Titled, "Ending the Gun Violence Epidemic in America," the post outlines three concrete platforms committing the company to advocate for gun safety.

One is establishing the "Safer Tomorrow Fund," which pledges more than $1 million in grants to "fuel the work of nonprofits and youth activists who are working to end gun violence in America."

Initial recipients of the funding include the interfaith organization Live Free, which is also a founding member of the Black & Brown Gun Violence Prevention Consortium; the Courage to Fight Gun Violence organization spearheaded by Gabby Gifford; and Everytown for Gun Safety.

In particular, Levi Strauss will support the youth leadership efforts of Everytown, through the organization's Students Demand Action arm.

Another part of the initiative joins Levi Strauss with Everytown and Michael Bloomberg to establish "Everytown Business Leaders for Gun Safety," with the goal of demonstrating that "business has a critical role to play and a moral obligation to do something about the gun violence epidemic in this country."

The third part involves stepping up support for employee activism. Levi Strauss already matches employee donations to certain organizations, and it will double the match those for organizations that support the goals of the Safer Tomorrow Fund. The company is also advising employees that they are entitled to use their five-hour monthly allotment of paid volunteer time to "get more politically active."

As for whether or not any of this is good for business, apparently it is. The post closes with a warning to gun "rights" advocates:

This is just the beginning. As we continue to learn where we can be most helpful on the issue, we will continue to distribute grants to support those working to shape an America that’s free from gun violence.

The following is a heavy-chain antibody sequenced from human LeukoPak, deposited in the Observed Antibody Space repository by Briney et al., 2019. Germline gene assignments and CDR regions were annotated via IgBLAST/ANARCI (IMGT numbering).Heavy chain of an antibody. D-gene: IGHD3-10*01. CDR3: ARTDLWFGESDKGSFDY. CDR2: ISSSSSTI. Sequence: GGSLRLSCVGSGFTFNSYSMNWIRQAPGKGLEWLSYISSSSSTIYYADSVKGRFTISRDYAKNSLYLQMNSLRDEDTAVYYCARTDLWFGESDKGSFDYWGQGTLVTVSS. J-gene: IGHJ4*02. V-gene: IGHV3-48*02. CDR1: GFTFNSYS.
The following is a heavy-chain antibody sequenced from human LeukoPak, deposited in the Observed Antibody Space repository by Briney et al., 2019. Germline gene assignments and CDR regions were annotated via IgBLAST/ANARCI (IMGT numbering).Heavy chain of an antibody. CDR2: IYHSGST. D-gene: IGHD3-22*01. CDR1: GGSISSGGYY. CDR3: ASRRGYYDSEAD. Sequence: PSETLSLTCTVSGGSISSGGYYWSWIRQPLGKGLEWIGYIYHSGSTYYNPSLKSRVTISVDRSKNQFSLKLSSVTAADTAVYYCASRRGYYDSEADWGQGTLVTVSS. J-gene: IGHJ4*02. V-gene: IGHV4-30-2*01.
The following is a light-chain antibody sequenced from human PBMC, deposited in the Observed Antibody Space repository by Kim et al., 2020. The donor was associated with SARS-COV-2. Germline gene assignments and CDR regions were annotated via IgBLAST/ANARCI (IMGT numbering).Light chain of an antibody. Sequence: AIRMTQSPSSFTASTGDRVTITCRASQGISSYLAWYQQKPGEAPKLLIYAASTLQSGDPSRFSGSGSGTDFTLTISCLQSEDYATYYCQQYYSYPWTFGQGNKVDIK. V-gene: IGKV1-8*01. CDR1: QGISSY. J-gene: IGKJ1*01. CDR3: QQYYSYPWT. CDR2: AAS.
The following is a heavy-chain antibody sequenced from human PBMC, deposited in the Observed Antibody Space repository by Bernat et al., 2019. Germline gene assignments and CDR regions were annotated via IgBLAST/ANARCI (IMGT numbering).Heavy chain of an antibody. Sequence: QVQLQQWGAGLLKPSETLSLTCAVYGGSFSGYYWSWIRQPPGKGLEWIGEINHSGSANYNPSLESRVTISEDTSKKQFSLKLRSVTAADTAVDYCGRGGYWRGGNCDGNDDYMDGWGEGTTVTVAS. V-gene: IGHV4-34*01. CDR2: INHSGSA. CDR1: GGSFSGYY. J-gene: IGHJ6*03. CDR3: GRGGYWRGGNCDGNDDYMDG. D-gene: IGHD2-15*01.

Coincidentally or not, Levi Strauss's strong performance in recent years dovetails with an aggressive corporate social responsibility policy that launched in 2011. The new policy built on the company's previous supply chain CSR efforts to establish a new focus on civic leadership with a heavy emphasis on women's issues:
...the new Terms of Engagement will emphasize “how we support the people who make our products,” determined by improvements in vital areas such as poverty, hunger, disease, women’s and children’s health, and women’s rights as well as environmental sustainability.

With its new action on gun violence, Levi Strauss is closing the circle of concern between supply chain, corporate leadership, and consumers.

Boycott or not, here they come.

Be sure to stay updated with stories like these in our Brands Taking Stands newsletter.

Photo: Courtesy of Levi-Strauss & Co. via LinkedIn.

Tina Casey headshotTina Casey

Tina writes frequently for TriplePundit and other websites, with a focus on military, government and corporate sustainability, clean tech research and emerging energy technologies. She is a former Deputy Director of Public Affairs of the New York City Department of Environmental Protection, and author of books and articles on recycling and other conservation themes. She is currently Deputy Director of Public Information for the County of Union, New Jersey. Views expressed here are her own and do not necessarily reflect agency policy.

Read more stories by Tina Casey

More stories from Leadership & Transparency